Between the late 1980s and the early 2000s, the focus of Toronto’s waterfront planning activity and the rationale for its development underwent a significant shift, from the ‘ecosystem approach’ recommended by the Royal Commission on the Future of Toronto’s Waterfront to a ‘global imperative’ approach being pursued by Waterfront Toronto, a public development corporation originally named the Toronto Waterfront Revitalization Corporation (TWRC).¹ While on the surface these two approaches to waterfront development seem incongruous, the analysis presented in this chapter demonstrates their deep political and economic connections in a period of transition from an industrial to a post-industrial waterfront;that is,...

    • 9 From Harbour Commission to Port Authority: Institutionalizing the Federal Government’s Role in Waterfront Development
      (pp. 224-244)

      For more than a century, Canada’s federal government has been a key player in the development of Toronto’s waterfront. The extent of its waterfront landholdings and its ability to establish organizations with legislated authority and financial resources have made the federal government particularly influential, but in complex and often enigmatic ways. This chapter explores the role of the federal government in the planning and development of Toronto’s waterfront. Between 1911 and 1999, the federally incorporated Toronto Harbour Commission (THC) dominated port and harbour operations and waterfront land-development activities. However, 1999 saw the dismantling of this once-commanding corporation, and its resurrection...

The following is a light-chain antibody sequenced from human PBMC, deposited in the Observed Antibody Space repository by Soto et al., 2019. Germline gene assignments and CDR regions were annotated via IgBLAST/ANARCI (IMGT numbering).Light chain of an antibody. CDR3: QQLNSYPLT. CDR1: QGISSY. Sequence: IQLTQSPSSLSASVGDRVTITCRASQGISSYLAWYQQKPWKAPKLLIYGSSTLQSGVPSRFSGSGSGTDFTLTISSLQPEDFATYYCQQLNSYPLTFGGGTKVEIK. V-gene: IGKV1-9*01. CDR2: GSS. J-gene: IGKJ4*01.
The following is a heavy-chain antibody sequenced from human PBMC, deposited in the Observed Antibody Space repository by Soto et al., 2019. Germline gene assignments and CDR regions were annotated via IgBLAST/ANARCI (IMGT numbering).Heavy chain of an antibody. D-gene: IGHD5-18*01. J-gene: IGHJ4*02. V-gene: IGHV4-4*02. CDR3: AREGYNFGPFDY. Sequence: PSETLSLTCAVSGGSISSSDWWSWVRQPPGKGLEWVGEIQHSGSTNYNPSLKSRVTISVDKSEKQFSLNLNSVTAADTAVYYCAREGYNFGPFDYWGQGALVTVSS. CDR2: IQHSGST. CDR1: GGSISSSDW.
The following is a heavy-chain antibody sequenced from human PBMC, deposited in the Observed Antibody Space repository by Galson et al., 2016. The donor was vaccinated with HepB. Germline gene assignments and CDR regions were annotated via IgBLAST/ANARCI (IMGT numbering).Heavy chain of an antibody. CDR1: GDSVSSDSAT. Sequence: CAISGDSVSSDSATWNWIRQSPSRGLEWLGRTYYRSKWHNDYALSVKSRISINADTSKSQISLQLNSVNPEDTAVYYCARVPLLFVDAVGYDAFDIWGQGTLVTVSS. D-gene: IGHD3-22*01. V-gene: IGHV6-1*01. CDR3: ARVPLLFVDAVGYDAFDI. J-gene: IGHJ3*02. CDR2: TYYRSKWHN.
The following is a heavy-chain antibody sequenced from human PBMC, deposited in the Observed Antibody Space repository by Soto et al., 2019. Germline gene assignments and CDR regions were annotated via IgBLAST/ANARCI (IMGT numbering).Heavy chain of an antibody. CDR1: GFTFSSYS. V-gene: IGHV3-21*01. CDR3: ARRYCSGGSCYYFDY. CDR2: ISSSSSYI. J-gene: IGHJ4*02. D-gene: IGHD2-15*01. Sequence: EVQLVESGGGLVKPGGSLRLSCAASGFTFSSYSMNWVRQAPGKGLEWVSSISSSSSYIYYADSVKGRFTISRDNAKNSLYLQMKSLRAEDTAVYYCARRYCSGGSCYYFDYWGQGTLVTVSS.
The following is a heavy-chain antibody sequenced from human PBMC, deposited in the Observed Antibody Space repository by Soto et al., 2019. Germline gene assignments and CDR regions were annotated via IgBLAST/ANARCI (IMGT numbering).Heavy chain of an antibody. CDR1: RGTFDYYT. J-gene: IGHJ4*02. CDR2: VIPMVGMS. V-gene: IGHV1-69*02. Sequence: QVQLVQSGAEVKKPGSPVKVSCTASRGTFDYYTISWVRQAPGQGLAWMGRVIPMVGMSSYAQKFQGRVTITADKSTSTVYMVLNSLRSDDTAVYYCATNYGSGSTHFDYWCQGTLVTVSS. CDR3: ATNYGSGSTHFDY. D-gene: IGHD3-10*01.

• 10 Cleaning Up on the Waterfront: Development of Contaminated Sites
      (pp. 245-262)

      In 1989, the Ontario Ministry of Environment² published its first guidelines for cleaning up contaminated sites in the province. The publication of these guidelines marked the provincial government’s entrance into a new policy area with links to a web of complex socio-ecological development issues. Though the guidelines were aimed at regulating social practices, they had to contend not only with political and economic pressures from place entrepreneurs (Molotch 1976), but also with a range of poorly understood ecological relationships and incomplete evidence about how soil and groundwater contaminants affect human and environmental health. Land developers, city planners, public health officials,...